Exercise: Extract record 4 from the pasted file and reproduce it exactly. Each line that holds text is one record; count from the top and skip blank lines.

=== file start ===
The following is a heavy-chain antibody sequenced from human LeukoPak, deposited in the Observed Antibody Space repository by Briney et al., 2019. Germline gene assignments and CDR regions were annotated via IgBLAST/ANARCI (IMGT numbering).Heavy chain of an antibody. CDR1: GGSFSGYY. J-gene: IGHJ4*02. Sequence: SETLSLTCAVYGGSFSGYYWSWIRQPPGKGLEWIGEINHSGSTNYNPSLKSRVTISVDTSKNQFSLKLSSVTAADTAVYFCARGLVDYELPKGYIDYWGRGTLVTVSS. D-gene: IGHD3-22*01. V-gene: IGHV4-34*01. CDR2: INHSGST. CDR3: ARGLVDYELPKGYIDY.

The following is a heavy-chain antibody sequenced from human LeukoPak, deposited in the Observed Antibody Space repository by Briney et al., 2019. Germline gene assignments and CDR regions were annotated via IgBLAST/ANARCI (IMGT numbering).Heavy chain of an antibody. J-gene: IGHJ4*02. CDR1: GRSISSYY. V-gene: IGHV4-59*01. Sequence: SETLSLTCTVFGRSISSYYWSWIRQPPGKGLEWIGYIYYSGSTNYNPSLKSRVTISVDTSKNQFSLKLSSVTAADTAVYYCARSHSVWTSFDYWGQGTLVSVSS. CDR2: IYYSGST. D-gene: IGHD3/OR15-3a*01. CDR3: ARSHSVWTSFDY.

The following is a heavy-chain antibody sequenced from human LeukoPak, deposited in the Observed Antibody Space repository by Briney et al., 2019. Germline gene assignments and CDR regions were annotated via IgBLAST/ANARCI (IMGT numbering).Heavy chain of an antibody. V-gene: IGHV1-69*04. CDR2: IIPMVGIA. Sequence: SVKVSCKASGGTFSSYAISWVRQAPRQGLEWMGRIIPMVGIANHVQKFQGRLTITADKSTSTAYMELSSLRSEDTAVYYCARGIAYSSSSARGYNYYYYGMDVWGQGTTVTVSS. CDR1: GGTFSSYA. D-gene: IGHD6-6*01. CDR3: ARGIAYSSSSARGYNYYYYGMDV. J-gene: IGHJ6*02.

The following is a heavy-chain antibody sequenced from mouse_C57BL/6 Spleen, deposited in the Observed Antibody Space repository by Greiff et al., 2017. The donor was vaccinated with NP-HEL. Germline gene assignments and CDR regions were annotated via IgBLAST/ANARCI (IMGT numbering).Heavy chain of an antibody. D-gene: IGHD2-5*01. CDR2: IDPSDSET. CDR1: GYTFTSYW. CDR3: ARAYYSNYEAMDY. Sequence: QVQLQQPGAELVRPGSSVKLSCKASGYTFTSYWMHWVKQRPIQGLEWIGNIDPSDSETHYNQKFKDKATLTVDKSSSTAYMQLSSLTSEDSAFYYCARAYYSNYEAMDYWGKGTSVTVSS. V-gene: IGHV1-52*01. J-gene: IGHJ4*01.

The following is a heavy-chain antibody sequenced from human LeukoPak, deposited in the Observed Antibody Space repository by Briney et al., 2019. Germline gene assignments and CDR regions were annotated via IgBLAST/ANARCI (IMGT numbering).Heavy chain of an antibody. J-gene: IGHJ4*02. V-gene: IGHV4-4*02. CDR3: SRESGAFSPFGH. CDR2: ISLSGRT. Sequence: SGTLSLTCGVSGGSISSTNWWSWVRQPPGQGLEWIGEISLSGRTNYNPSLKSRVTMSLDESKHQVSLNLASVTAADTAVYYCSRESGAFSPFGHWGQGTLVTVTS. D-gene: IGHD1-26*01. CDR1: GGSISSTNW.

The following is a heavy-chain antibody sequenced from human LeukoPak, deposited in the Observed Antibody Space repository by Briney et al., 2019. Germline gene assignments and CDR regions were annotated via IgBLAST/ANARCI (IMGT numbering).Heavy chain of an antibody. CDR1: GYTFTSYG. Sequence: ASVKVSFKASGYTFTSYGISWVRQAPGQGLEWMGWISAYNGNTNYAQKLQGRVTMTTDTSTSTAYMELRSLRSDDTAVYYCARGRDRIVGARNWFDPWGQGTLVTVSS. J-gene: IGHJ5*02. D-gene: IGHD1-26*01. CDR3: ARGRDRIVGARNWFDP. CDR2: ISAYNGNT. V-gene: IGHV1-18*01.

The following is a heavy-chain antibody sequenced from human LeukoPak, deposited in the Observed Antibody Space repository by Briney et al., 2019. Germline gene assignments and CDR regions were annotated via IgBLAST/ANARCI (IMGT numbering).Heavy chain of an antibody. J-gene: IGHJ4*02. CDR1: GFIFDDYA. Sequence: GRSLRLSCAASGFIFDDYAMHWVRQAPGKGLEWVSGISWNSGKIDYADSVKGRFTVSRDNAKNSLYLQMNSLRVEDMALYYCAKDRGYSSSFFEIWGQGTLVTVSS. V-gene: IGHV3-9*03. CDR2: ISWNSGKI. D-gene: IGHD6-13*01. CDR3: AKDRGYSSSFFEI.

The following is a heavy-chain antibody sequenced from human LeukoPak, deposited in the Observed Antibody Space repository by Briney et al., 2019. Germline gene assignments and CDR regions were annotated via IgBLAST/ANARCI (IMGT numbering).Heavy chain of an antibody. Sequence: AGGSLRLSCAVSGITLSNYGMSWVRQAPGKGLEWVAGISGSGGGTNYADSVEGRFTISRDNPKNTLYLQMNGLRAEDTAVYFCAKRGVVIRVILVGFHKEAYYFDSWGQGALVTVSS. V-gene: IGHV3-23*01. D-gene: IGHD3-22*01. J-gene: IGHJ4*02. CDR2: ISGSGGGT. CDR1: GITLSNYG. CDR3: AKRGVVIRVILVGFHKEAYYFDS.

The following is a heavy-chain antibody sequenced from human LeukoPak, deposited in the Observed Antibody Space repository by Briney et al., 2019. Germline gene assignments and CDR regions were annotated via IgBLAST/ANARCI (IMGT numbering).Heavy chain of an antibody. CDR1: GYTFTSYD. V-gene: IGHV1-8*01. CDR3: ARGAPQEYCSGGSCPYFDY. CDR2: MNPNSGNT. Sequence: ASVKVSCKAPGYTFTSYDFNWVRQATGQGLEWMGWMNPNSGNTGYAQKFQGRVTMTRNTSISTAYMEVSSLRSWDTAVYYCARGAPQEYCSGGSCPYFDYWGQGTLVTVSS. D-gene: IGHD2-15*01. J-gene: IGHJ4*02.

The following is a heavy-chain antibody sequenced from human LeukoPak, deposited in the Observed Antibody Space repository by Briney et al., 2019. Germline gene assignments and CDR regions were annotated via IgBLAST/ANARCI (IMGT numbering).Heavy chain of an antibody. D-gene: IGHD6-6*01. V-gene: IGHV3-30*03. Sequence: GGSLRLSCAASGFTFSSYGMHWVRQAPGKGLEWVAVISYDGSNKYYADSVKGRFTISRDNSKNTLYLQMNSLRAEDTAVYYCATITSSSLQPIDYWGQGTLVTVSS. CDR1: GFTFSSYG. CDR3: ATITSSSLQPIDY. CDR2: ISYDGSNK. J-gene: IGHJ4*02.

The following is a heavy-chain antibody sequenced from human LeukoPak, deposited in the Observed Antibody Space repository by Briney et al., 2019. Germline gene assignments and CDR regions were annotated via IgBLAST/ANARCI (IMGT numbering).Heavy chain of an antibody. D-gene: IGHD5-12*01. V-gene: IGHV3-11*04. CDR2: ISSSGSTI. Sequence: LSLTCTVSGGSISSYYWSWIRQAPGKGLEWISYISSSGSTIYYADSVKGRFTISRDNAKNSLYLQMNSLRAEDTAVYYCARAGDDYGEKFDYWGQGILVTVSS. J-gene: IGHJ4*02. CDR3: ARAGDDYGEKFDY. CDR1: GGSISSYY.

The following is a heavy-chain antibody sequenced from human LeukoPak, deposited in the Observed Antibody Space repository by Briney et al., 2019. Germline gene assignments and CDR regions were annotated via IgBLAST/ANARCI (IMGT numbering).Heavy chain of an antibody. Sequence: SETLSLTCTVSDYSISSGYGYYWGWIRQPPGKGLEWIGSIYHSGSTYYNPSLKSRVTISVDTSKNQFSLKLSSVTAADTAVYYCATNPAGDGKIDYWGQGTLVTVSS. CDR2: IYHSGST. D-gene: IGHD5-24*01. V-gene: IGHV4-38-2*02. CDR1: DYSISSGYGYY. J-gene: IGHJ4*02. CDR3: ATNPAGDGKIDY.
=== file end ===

The following is a heavy-chain antibody sequenced from mouse_C57BL/6 Spleen, deposited in the Observed Antibody Space repository by Greiff et al., 2017. The donor was vaccinated with NP-HEL. Germline gene assignments and CDR regions were annotated via IgBLAST/ANARCI (IMGT numbering).Heavy chain of an antibody. D-gene: IGHD2-5*01. CDR2: IDPSDSET. CDR1: GYTFTSYW. CDR3: ARAYYSNYEAMDY. Sequence: QVQLQQPGAELVRPGSSVKLSCKASGYTFTSYWMHWVKQRPIQGLEWIGNIDPSDSETHYNQKFKDKATLTVDKSSSTAYMQLSSLTSEDSAFYYCARAYYSNYEAMDYWGKGTSVTVSS. V-gene: IGHV1-52*01. J-gene: IGHJ4*01.